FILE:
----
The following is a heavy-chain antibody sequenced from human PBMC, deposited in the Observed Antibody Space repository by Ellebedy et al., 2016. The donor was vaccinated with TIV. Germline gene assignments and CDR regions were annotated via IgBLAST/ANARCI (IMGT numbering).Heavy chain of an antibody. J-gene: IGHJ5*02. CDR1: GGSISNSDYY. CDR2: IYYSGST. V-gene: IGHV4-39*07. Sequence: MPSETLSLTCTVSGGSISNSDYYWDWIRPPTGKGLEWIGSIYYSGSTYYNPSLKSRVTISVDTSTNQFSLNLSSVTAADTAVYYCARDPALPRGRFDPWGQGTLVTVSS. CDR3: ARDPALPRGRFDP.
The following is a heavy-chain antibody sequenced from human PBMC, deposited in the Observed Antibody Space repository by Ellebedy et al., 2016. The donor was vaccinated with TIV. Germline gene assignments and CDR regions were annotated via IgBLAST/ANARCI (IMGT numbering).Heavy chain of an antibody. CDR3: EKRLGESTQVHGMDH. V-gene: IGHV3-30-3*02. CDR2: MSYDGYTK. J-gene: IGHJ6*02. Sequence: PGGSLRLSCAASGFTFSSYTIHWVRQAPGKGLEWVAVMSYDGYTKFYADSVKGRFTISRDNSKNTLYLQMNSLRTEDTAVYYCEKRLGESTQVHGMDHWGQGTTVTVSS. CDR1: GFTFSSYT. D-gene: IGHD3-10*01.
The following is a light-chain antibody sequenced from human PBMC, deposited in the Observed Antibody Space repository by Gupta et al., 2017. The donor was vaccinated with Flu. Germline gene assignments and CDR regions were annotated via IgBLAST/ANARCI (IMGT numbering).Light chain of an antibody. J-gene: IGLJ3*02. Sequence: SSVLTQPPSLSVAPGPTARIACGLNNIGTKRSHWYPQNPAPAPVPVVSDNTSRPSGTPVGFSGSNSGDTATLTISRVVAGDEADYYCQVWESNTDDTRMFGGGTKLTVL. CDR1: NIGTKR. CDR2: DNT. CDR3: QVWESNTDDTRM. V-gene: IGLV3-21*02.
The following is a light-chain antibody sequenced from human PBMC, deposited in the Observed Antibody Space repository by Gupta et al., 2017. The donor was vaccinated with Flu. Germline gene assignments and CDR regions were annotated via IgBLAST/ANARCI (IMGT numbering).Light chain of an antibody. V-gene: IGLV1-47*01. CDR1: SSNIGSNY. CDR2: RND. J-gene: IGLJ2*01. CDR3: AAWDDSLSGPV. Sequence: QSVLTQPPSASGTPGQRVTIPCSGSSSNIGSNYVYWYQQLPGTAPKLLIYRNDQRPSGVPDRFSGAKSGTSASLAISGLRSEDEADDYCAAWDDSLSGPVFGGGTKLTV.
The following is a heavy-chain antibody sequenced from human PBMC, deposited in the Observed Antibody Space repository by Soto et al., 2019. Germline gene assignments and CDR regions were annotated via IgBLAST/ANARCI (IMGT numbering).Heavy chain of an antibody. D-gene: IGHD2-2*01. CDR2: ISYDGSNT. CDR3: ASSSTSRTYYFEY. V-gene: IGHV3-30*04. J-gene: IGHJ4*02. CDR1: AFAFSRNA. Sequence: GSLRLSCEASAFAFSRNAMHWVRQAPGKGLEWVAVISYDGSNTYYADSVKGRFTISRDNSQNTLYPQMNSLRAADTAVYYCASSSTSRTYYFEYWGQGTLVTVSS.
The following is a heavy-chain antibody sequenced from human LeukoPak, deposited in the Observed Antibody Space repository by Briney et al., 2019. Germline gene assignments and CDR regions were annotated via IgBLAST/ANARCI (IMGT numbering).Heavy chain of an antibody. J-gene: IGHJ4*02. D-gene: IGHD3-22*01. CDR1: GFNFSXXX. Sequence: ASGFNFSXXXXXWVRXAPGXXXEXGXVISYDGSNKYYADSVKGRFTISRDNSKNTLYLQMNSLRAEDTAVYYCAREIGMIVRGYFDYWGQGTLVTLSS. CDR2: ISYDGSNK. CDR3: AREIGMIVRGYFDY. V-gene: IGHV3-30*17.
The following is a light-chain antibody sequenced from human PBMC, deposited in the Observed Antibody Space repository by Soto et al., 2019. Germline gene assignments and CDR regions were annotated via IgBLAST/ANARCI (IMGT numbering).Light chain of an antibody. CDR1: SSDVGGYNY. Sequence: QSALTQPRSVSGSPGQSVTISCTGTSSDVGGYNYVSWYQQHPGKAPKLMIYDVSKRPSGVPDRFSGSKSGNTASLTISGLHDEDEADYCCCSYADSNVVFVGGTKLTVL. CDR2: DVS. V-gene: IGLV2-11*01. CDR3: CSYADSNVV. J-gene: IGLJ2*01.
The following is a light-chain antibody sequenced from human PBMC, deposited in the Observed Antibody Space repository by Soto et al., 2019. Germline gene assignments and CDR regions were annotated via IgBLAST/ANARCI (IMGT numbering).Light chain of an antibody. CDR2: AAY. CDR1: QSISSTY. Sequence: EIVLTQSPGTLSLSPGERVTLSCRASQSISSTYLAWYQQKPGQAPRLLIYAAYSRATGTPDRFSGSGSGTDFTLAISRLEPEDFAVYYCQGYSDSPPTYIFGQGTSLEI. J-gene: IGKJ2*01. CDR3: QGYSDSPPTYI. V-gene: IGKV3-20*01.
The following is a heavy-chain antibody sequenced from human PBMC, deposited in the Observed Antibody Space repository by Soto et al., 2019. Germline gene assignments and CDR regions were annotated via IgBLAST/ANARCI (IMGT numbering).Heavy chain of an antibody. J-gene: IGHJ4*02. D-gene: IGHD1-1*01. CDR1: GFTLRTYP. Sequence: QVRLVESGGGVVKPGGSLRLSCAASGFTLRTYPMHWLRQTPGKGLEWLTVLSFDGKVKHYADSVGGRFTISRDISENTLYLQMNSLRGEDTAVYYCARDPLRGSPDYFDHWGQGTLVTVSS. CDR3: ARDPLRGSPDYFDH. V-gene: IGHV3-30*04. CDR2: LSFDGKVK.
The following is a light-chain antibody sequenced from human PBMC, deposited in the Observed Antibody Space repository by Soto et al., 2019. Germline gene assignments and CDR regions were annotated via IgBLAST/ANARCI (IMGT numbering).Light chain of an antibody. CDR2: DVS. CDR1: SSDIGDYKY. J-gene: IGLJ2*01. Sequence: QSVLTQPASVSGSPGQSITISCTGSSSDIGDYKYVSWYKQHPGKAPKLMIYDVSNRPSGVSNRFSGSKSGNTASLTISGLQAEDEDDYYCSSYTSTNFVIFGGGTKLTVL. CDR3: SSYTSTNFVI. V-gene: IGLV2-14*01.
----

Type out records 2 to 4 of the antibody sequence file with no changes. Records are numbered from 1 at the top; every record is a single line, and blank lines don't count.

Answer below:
The following is a heavy-chain antibody sequenced from human PBMC, deposited in the Observed Antibody Space repository by Ellebedy et al., 2016. The donor was vaccinated with TIV. Germline gene assignments and CDR regions were annotated via IgBLAST/ANARCI (IMGT numbering).Heavy chain of an antibody. CDR3: EKRLGESTQVHGMDH. V-gene: IGHV3-30-3*02. CDR2: MSYDGYTK. J-gene: IGHJ6*02. Sequence: PGGSLRLSCAASGFTFSSYTIHWVRQAPGKGLEWVAVMSYDGYTKFYADSVKGRFTISRDNSKNTLYLQMNSLRTEDTAVYYCEKRLGESTQVHGMDHWGQGTTVTVSS. CDR1: GFTFSSYT. D-gene: IGHD3-10*01.
The following is a light-chain antibody sequenced from human PBMC, deposited in the Observed Antibody Space repository by Gupta et al., 2017. The donor was vaccinated with Flu. Germline gene assignments and CDR regions were annotated via IgBLAST/ANARCI (IMGT numbering).Light chain of an antibody. J-gene: IGLJ3*02. Sequence: SSVLTQPPSLSVAPGPTARIACGLNNIGTKRSHWYPQNPAPAPVPVVSDNTSRPSGTPVGFSGSNSGDTATLTISRVVAGDEADYYCQVWESNTDDTRMFGGGTKLTVL. CDR1: NIGTKR. CDR2: DNT. CDR3: QVWESNTDDTRM. V-gene: IGLV3-21*02.
The following is a light-chain antibody sequenced from human PBMC, deposited in the Observed Antibody Space repository by Gupta et al., 2017. The donor was vaccinated with Flu. Germline gene assignments and CDR regions were annotated via IgBLAST/ANARCI (IMGT numbering).Light chain of an antibody. V-gene: IGLV1-47*01. CDR1: SSNIGSNY. CDR2: RND. J-gene: IGLJ2*01. CDR3: AAWDDSLSGPV. Sequence: QSVLTQPPSASGTPGQRVTIPCSGSSSNIGSNYVYWYQQLPGTAPKLLIYRNDQRPSGVPDRFSGAKSGTSASLAISGLRSEDEADDYCAAWDDSLSGPVFGGGTKLTV.